Ten companies to avoid over their response to COVID-19 

Here are ten companies whose behaviour in the midst of this crisis has stood out to us as exceptionally poor.

Amazon

Amazon has been crowned as the clear financial winner from the coronavirus crisis. Sales have soared after the shutting of bricks-and-mortar shops, and it’s share price has risen by more than a third in the last month.

And yet its behaviour has been bitterly criticised, although the most serious accusations have been focused on the US and France rather than the UK. In France all Amazon warehouses were temporarily closed after a huge row about worker safety. In the US there have been several walk outs over warehouse safety and conditions, and this week over 300 employees pledged to stay home in protest.

Workers claim that Amazon has failed to provide face masks, has refused to pay sick leave (the US is one of the few wealthy countries in which companies are not required to), is not allowing workers proper time to wash their hands, and that too many people are working at once to allow for proper social distancing. The fight intensified after Amazon fired four workers who had publicly criticised safety measures.

We have long been critical of Amazon’s tax avoidance, which is especially galling now that the crisis has thrown into sharp relief just how much NHS capacity has been depleted by cuts.

Clothing companies

Sports Direct

Sports Direct is part of the Frasers group owned by billionaire Mike Ashley. The behaviour of Ashley and the company have long been notorious, but not everyone appreciates just how many faces the company has.

The full list of the companies and brands he owns includes House of Fraser, Yeomans Outdoor, Evans Cycles, Jack Wills, Field and Trek, Gelert, Karrimor, Lonsdale Sports, Lillywhites, Donnay, Slazenger, Firetrap, Everlast, Kangol, Flannels, Muddyfox and Umbro.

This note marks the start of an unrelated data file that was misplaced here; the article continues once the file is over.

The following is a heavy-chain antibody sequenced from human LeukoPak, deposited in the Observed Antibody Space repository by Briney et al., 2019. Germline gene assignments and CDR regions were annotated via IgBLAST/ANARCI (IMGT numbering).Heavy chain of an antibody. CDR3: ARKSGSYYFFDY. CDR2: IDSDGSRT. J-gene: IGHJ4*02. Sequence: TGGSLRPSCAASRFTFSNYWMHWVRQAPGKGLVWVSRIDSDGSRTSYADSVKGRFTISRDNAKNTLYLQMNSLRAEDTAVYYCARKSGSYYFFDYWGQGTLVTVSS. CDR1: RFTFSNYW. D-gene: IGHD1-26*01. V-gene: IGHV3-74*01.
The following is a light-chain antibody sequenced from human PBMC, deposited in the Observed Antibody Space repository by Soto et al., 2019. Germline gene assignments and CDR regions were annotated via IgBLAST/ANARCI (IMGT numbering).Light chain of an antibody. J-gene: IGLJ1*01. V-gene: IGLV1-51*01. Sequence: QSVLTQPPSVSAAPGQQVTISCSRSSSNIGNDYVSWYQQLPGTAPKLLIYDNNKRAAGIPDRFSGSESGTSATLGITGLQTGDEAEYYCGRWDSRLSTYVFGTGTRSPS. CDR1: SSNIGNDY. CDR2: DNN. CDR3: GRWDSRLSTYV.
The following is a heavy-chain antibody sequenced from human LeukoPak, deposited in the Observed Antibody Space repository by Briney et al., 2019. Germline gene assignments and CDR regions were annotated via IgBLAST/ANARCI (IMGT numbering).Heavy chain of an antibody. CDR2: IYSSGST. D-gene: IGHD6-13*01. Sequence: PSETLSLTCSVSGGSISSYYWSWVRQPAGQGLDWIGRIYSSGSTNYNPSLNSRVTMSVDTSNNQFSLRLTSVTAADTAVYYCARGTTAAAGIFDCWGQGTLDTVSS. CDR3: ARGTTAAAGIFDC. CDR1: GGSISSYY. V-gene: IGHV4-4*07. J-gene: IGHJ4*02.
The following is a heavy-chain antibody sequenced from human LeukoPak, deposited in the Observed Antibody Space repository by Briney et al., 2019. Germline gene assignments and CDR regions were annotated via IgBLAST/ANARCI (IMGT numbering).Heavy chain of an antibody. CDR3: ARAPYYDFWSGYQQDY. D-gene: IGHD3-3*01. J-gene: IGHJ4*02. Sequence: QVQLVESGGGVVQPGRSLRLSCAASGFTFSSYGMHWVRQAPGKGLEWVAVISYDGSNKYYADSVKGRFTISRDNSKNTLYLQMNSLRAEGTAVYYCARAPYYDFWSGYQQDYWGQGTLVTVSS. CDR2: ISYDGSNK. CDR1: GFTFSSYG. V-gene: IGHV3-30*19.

Mike Ashley initially refused to shut his shops during the lockdown, arguing they were an "essential service", although he backed down and apologised after a huge backlash from staff, MPs and the media.

However, it is reported that staff on zero hours contracts will not be paid while the shops are shut. And online retailing continues. There have been some reports that social distancing is not being properly observed within Sports Direct warehouses, but they aren’t as corroborated as they are in the case of some other shops, for example Amazon (above) or JD Sports (see below).

The Frasers Group earned 116m profit in 2019.

JD Sports

JD Sports is – quite surprisingly- actually not owned by Mike Ashley. The company, which itself owns Blacks Outdoor, is majority-owned by the Pentland Group, which also owns Speedo, Berghaus, Canterbury of New Zealand, Endura, Boxfresh, Ellesse, Red or Dead, Seaves and Mitre.

JD Sports has been very strongly criticised after photos surfaced of workers crammed in its distribution centre near Manchester. Workers told ITV news that they don’t feel safe and that it is impossible to fulfill the thousands of orders coming in while staying two metres apart. They claimed when the council visited extra gloves were handed out and workers were asked to move around so it looked like fewer people were working.

One worker told Birmingham Live:

"When you leave you have to queue for security checks and then you’ve also got the clocking in machine to make sure you get paid, which uses a finger print. Around 2,000 people in one day are going to be using that same fingerprint machine. It seems they are more worried about money than people's health."

Pentland Group’s 2018 operating profit increased by 9.3 percent to £411m.

Arcadia Group